One of my elders, my mother-in-law, had dementia, probably of the Alzheimer's type. She often had Marian assigned to her as a primary aide, and they truly enjoyed each other. My mother, who had a different type of dementia, found Marian rather irritating because of Marian's nervousness. My dad, who suffered from severe dementia caused by failed brain surgery, tended to get agitated by Marian's quick, rather jerky movements and nervous personality. Yet, my quiet, shy mother-in-law was a perfectly matched with Marian and happily accepted her care.

My mother always wanted Darleen. Darleen spoiled Mom, bringing Mom special, in-between meal snacks, to encourage Mom to eat, and stopping by to visit, even when Mom wasn't on Darleen's list of care receivers for that day. Mom was easier for all of us to please when Darleen was Mom's special caregiver.

My dad was a very difficult case for most caregivers to understand. People couldn't just glance at his chart and think, ""Oh, Alzheimer's,"" or some other disease, and then know what to do. Dad's dementia was highly unpredictable. His anxiety could be extreme. He could be in one ""world"" mentally, or another - and it was not always easy to figure out how to ""get to him.""

I'd sit with Dad on ""bad"" days, trying to get him into a more comfortable place, mentally. But I couldn't stay with him all day. Those days, I literally thanked God when Sandy was on duty, especially when Dad was her official care receiver. Sandy was the one CNA who could reach Dad on some level. She ""got"" Dad. My knowing that someone besides me could comfort Dad when he was in a bad place mentally was worth nearly anything I could think of. Gratitude was my continuing state of mind when Sandy was on duty.

All three caregivers were wonderful people with special skills. All three were caring individuals who knew their jobs. However, since my elders had distinct personalities, as did the caregivers, there were noticeable changes in contentment when my elders had their favorite caregiver on any given day.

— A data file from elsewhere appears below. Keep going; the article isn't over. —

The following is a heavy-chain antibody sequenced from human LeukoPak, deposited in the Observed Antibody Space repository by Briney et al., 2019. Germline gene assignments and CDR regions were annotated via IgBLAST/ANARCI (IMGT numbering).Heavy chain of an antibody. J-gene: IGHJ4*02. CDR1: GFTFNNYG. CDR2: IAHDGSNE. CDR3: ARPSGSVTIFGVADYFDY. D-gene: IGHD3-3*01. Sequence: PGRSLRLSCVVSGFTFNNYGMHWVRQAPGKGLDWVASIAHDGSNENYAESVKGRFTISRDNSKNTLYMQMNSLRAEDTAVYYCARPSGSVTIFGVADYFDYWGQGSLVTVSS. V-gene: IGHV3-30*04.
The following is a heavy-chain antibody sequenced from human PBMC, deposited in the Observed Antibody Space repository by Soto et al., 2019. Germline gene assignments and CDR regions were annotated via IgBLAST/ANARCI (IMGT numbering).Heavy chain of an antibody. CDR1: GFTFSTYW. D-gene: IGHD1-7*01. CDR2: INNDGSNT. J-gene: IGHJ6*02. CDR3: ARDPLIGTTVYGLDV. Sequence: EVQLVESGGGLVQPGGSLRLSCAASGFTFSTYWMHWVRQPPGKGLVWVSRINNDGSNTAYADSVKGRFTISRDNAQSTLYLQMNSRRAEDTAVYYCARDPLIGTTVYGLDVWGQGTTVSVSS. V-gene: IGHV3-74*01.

Everyone can't be pleased all of the time

Whether we have our loved ones cared for by caregivers from an agency or in a facility, every day isn't going to be perfect. However, when people write me a note and ask what to do because their elder ""hates"" the caregiver who is caring for them, I tell the writer to talk to the agency supervisor.

I emphasize that, in doing so, they should not indicate that the caregiver is not doing his or her job, or that there is anything negative at all about a particular caregiver (unless, of course there is some glaring shortcoming). I advise them to let the agency or facility know that it's no one's fault. The problem simply lies in a poor ""fit"" of personalities.

I let family caregivers know that they should feel free to ask for a change in agency caregivers. Once a good fit - or as good a fit as possible - can be found, then I'd ask the agency for consistent assignment as often as possible. You want this caregiver and your elder to bond with each other.

I'd ask the agency to ""try out"" a few caregivers so that there can be a rotation, such as my uncle had. No one works all day every day and never takes a vacation (though I used to tease Sandy, and tell her that she needed to do just that, so I could rest).

Having a rotation of a few caregivers who get to know your elder, and have at least some positive interaction with him or her, is important. Even though, like my elders, your elder may have a favorite caregiver, we all have to be realistic. Some change must be expected.

Consistent assignment can only be taken so far. However, with thoughtful planning and good communication on the part of the facility or agency, as well as cooperation from the family, often a good rotation can be found.

Consistent assignment is a big part of person-centered care

Person-centered care is the kind of care good nursing homes are working toward providing, and consistent assignment is a big part of that. Of course, there will be times where your elder will have to have a substitute caregiver. That is reality. However, the more we can help our elders relax and feel secure, the better off everyone will be, and that, to me, means consistent assignment should be the goal, whenever possible.